Jan 22 2008
Wow, even thought I love Creative Sources and even if I think despite its hyper-productivity is still one those labels that deserves a particular consideration for the great mount of music (and musicians) they’ve been putting together. On the other hand the considerable risk is that of an homologated view of the electro-acoustic scenario, but with releases like this one the whole perspective changes considerably. Obviously you have some of the distinctive sound solutions of the label, but Giallorenzo and Mejer sometimes throw in some contemporary classic interventions that make it special. Sometimes I’ve had the impression I was listening to some compositions by Centazzo, Berio or Feldman hybridized with some electro-acoustic ideas. Another thing I can’t but appreciate is that this duo is not afraid of playing melodic though in a minimalist mood, clearly they’ve their personal conception of melody but they manage to build some really suggestive atmospheres. In the third excerpt of Arousal City, when they keep playing a simple melody in this minimal-serial way, you can also perceive some reminiscences of Terry Riley (sometimes it really reminded me so much of "in C") most basic works. This release sounds minimal but really intense and above all it grows during the listening. I’m tented to talk about this work in terms of "strength through simplicity", but I feel I’ve to underline the fact if you love contemporary music with melody and with heart, you should definitely try this out.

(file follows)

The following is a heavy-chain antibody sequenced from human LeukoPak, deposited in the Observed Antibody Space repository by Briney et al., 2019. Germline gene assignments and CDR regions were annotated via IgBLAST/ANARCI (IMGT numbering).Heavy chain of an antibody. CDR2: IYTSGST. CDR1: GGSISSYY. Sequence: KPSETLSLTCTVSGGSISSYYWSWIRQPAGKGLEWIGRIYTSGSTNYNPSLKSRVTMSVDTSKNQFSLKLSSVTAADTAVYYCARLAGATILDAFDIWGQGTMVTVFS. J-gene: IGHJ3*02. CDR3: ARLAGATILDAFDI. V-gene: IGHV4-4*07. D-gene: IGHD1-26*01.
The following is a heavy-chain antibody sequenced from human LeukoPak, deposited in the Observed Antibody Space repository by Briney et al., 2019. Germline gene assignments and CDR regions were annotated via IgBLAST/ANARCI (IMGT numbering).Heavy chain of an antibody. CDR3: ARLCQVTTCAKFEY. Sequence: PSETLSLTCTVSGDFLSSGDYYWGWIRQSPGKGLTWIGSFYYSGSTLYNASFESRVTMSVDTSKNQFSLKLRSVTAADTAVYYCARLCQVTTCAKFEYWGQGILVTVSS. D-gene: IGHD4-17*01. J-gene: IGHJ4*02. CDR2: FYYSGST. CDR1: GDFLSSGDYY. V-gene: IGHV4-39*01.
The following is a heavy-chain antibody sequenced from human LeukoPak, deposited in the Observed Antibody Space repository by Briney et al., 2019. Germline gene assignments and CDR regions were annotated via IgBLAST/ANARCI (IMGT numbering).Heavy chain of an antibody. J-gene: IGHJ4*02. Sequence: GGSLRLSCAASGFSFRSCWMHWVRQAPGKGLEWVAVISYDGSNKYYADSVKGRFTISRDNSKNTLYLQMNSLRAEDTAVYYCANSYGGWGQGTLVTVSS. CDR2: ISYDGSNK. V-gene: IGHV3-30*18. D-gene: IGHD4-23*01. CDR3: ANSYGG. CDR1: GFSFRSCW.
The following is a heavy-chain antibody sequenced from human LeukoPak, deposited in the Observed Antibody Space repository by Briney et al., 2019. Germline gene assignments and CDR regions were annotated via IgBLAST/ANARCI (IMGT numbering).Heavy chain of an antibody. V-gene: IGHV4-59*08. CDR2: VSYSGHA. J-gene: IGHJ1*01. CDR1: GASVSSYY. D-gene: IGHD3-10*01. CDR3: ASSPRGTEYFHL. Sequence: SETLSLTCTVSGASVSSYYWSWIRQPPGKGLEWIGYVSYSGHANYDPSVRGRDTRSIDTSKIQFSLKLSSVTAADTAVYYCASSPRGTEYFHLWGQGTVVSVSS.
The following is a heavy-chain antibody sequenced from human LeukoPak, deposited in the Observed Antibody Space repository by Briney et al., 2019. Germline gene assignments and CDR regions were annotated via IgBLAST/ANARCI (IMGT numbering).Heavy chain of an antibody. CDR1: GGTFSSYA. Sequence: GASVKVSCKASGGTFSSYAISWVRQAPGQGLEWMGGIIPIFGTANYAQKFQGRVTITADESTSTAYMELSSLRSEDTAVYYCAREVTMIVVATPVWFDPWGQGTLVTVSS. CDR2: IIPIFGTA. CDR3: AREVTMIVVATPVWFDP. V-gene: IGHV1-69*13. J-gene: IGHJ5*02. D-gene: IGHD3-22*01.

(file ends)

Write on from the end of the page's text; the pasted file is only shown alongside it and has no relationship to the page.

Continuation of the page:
Jan 22 2008
"Sometimes they com back" and nothing is truer than this that’s why together with Birgit Ulher one of most prolific artists of Creative Sources huge roster is Gino Robair. Ok, I know this an ensemble with no less than eight musicians therefore opening a review like that doesn’t give justice to the other team players, but here following is a list of the other names: Tom Djll, Serge Baghdassarians, Boris Baltschun, Chris Brown, Matt Ingalls, Tim Perkis, John Shiurba. During these five episodes this experimental ensemble plays some of the most silent sounds I’ve been listening after Bernhard Günter. This line up deals with the contemporary thing, but here and there they dive deeply into electronic music. For those of you who’ve heard the release of Sei Miguel, that was one of the few releases who can compete with Grosse Abfahrt for the amount of silence used. Obviously that’s the most interesting part cause eight talented musicians intentionally far from solos and rigorously abstinent from crescendos can create an interesting work. At the same time the question is still if playing keeping far from any sort of melody or just by emitting some soft acoustical noises ends to be just another dogmatic way to approach players’ interaction. This’ one of the most un-played and self-disciplined works I’ve heard recently, the impression is that they develop a real interest in stirring just a few sounds in the performative place, that’s why even if I think the recording is good and the cd interesting it should have been a great session to be seen live. Soft sounds and acute frequencies frozen right under the icepack. If you’re confident with silent music go for it, if not beware of the fact it requires a lot of attention.